What do companies need in order to use data effectively for decision-making? It’s fairly straightforward. First, acquire data. Then refine that data, whether it’s simply just getting all the data into one accessible data lake or transforming the data into something more useful. Then you deploy a business intelligence tool on top of the data to start interrogating it. Then begins an iterative process of refining your queries to find the most useful data. This is the SQL model which has been in place for years and requires an analyst to really make sense of the data. Take the world of ChatGPT, for instance, isn’t an analyst really a chat interface on top of databases that supports iterative interrogation?  

Analysts need to rapidly interrogate data to solve their organization’s business questions. Generative AI transforms that data interrogation in minutes, saving analysts hours of work.

There’s a massive locus of non-action in healthcare when it comes to adopting new technology; getting over that hump is hard. But with generative AI, you don’t have to retrain yourself or your team; you just simply have to ask questions as if you were talking to a colleague. Now, suddenly, generative AI gets much easier to adopt, and the conclusions get more focused and actionable. This breaks down one of the significant barriers to the adoption of technology that can drive better healthcare outcomes.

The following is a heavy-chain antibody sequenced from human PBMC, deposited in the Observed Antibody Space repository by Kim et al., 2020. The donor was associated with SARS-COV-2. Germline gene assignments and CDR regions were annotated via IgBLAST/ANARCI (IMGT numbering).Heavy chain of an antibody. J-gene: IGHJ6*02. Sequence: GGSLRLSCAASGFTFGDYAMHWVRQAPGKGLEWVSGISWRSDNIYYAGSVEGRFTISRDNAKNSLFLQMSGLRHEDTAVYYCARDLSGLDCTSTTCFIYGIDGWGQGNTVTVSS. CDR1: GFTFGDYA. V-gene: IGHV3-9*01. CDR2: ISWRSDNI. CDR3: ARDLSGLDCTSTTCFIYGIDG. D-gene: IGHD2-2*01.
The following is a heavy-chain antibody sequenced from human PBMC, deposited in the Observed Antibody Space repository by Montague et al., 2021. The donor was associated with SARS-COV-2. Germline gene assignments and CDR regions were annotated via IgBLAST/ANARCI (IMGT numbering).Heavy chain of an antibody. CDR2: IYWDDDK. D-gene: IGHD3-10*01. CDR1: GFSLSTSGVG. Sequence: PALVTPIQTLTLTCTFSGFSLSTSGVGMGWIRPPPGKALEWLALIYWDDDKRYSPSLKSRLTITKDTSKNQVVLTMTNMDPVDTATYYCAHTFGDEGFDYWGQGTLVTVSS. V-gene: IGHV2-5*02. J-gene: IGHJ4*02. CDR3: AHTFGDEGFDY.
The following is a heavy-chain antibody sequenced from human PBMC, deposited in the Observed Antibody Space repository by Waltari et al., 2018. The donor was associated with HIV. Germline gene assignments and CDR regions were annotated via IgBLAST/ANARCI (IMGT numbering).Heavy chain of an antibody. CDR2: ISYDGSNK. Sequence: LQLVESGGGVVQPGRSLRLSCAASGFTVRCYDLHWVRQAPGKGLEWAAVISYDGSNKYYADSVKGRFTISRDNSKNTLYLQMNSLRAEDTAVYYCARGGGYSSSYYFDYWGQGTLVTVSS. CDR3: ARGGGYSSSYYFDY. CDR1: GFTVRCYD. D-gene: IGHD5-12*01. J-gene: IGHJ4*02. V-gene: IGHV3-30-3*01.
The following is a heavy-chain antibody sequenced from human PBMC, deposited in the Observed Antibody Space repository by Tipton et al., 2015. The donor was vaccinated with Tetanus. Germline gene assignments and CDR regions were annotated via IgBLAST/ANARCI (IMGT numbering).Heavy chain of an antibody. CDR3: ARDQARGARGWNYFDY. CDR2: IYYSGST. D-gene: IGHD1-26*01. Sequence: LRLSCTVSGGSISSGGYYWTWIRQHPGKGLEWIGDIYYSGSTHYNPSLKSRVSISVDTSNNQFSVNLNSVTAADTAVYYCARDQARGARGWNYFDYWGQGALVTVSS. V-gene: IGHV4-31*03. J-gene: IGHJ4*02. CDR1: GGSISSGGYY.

Generative AI provides healthcare analysts with several use cases to significantly impact their organizations: 

#1 Conversationally interrogating underlying data to negotiate rates.

Providers are trying to figure out which payers provide the best rates. A first-level generative interface on this is to simply ask, “What rate should I negotiate with an insurance company based on payments of competitors where I am of higher quality and I do significant volume.” 

You could arguably have done that with basic natural language processing tools that have been on the market for a while. But today’s tech stack makes this sort of work significantly easier and more intuitive. The hope is that analysts can turn days of drudgery into minutes of powerful responses. Analysts will evolve from being experts in tools like Tableau to becoming prompt engineers who know how to ask machines to give them the answers they need to do their jobs.

That’s the leveling up we’re talking about. But that’s still all kindergarten relative to where we’re going.  

#2 Multidimensional optimization: